And more than two-thirds of the 1,000 consumers questioned said their spending habits have now changed "forever," and only 13% said they plan to spend more this year than a year ago, said the league in releasing findings of its statewide "Georgia Credit Unions' Century of Good Advice" poll.
The survey by GCUA staffers was taken in early October to showcase credit union awareness and to "honor the 100th anniversary celebration," linked in with media interviews across the state.
Those interviews detailed how Georgia residents are getting "smarter about saving money" by using credit unions, said the GCUA.
Also part of the GCUA poll promotion on ICU Day was the posting of new videos on its Web site and on YouTube and Facebook of interviews with eight seniors giving financial advice to young people.
Meanwhile in Michigan during ICU week, a key lawmaker went out of his way to praise the role of credit unions for their role in the foreclosure crisis and for vigorous advocacy of financial trust at a critical time.
"The role that credit unions play in their communities as beacons of trust, of bedrocks that the people we represent know they can count on has never been more important," said state Rep. Andy Coulouris, D-Saginaw, at a lunch sponsored by the Michigan Credit Union League in Lansing.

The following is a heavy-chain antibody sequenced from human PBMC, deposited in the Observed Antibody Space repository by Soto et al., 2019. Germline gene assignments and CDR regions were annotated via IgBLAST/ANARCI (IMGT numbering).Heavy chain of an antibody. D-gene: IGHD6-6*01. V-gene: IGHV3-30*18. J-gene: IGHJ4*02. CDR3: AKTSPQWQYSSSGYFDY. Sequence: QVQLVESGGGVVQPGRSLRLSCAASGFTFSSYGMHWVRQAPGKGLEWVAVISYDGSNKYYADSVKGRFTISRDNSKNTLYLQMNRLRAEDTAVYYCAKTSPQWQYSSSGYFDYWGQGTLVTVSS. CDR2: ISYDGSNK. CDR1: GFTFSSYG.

Calling the league's grassroots advocacy team "the best in the state," the Saginaw lawyer and House committee head said no trade group "does a better job advocating in our districts, making our jobs as proponents of credit unions easy."
Coulouris, a former county prosecutor, also thanked the league for its role in creating a new law that temporarily freezes the foreclosure process while lenders and borrowers work out a plan. He cited the law as "one of the most important things the state has done this year."
In Pennsylvania, credit unions joined in the celebrations with lobby receptions, raffles and balloon races. But the Pennsylvania Credit Union Association was miffed that the American Bankers Association used Oct. 15 as the day to promote one of its financial literacy ventures, "Get Smart about Credit Day."
The PCUA, in its e-mail bulletin under the headline, "Banks Attempt to Steal 'Credit Union Day," said it was suspicious about the real ABA intent when it picked Oct. 15 to advertise its campaign aimed at reaching young adults.
"There are 365 days a year, and they decide to pick today?" said a PCUA spokesman, who also poked fun at the "use of a 1960s TV comedy" to highlight the ABA effort. ABA officials said the Oct. 15 a coincidence and called any fuming by credit unions "ridiculous."